Fake Plastic Souks: The Great Emirates Laptop Ban

Posted on the March 22nd, 2017 under Personal Bloggers by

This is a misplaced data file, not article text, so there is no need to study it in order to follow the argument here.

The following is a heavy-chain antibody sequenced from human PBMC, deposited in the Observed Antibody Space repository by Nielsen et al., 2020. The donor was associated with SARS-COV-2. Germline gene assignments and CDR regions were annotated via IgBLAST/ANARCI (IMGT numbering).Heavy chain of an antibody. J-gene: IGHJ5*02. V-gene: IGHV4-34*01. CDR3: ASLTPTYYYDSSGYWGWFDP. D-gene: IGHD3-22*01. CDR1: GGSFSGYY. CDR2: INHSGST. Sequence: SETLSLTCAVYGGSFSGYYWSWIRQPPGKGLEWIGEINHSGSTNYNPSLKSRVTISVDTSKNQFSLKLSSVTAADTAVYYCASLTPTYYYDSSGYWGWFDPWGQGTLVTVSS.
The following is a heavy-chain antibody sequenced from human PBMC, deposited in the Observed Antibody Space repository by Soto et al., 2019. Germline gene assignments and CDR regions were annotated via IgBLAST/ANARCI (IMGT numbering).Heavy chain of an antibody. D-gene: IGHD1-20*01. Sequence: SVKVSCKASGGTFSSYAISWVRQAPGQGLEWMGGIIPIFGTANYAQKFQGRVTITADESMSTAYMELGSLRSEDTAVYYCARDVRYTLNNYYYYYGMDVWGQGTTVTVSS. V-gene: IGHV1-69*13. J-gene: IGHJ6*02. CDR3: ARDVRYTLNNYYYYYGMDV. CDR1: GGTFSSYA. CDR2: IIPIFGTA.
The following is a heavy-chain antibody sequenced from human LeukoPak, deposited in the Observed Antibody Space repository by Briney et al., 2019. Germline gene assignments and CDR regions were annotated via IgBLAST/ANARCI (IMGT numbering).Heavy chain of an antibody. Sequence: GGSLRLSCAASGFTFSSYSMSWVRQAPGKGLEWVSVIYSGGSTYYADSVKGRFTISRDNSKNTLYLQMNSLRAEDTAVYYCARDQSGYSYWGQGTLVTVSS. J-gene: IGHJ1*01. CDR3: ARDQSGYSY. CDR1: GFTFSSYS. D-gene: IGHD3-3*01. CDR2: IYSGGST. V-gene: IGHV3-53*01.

Abu NidalAbu Nidal (Photo credit: Wikipedia)It is notable that the UK, in slavishly following the ‘security advice’ of close ally the USA, has not included the UAE and Qatar in its version of the great laptop ban. It takes no great stretch of the imagination or cognitive leap to infer that this ban has a commercial implication, working as it does directly to the detriment of the three global airlines operating a ‘feeder flight’ model out of the UAE and Qatar.The biggest threat to the three is a loss of business class travellers, probably the only people who will lose out significantly. While it’s great for parents to provide kids with tablets to keep them entertained (those of us without children clearly think this is just bad parenting, but that’s quite another kettle of marmosets), Emirates’ much-lauded ICE entertainment system offers films, music, games across literally thousands of channels. The big hit comes when you lose that precious work time.The solution appears to me to be blindingly simple – and if EK moves fast enough, they could get in a massive media hit out of this one. Buy in 100 Chromebooks, 600 Lenovo Ultrabooks and 300 Macbook Airs. Load them with MS Office. Provide them on loan to business class passengers (they could be booked at time of flight booking or even online check-in) who can bring a USB memory stick (or, if they forget, be offered a complimentary little red Emirates one) to bring/save their work on. To be honest, most these days work with online resources anyway, so could log in using any machine. The machines would be cleaned (both hygenically and data-wise) after each use. The IT stuff could be handled by EK subsidiary Mercator, already (quietly) one of the world’s great software and services players.Catch the current news cycle and you’ve got the solution in seconds. It might not fit everyone’s needs, but it’ll comfort many – and I think catch the public imagination, too. In the face of a mean-spirited and dubious use of security as protectionism, EK could show it’s the customer who comes first and they’re willing  – as always – to go the extra mile.The ban is, of course, quite loopy. For a start, UAE security and civil defence is way better than US security. Dubai and Abu Dhabi are major international hubs and trusted by tens of millions of passengers each year. Their security procedures and capabilities are best practice. And there’s nothing to stop a terrorist flying a bomb from Paris or St Petersburg – the idea that only Arab airports could be the source of a threat is as risible as Trump’s Muslim ban. Which targets, it should be noted, different nations to the laptop ban.Not that I, for one, am in any rush to go to the US. I have stamps in my passport showing a lifetime’s travel around the Middle East and no desire whatsoever to stand there having some jerk in a uniform shouting at me and asking to look at the contents of my laptop.This whole thing about making us dance around airports in our socks and ditching Masafi bottles because they could be bombs (presumably the water bomb is these days considered a credible threat) has long rendered me sore amazed. The IRA’s last bomb on the UK mainland weighed a metric tonne, was packed in a lorry and blew out the heart of Manchester, doing £1 billion of damage. The concerted and sustained terrorist campaign waged by the IRA against the might and weight of the UK’s civil defence and military over thirty years compares rather oddly to the threat posed by a bunch of bloodthirsty yahoos in Toyota pickups. It’s what prompted me to write A Decent Bomber in the first place – that odd juxtaposition of the threat from today’s water-bomb terrorism to the constant destruction wreaked in the skies by the IRA, PLO, Abu Nidal, the Red Brigade et al.We have never been so constrained by, or constantly reminded of, the threat of ‘terrorism’ as we are today. And the credible threats have never been so slight – particularly when set against the efficiency of modern security apparatus. You might argue that we’re safe precisely because that apparatus has stopped us bringing water bottles or unscanned heels onto flights, but in travelling outside the UK I have noticed nobody else out there is really bothering that much. And it’ll be interesting to see if the rest of the world believes in the credible threat of a weaponised Kindle being stored in the hold rather than being used to read on a flight…

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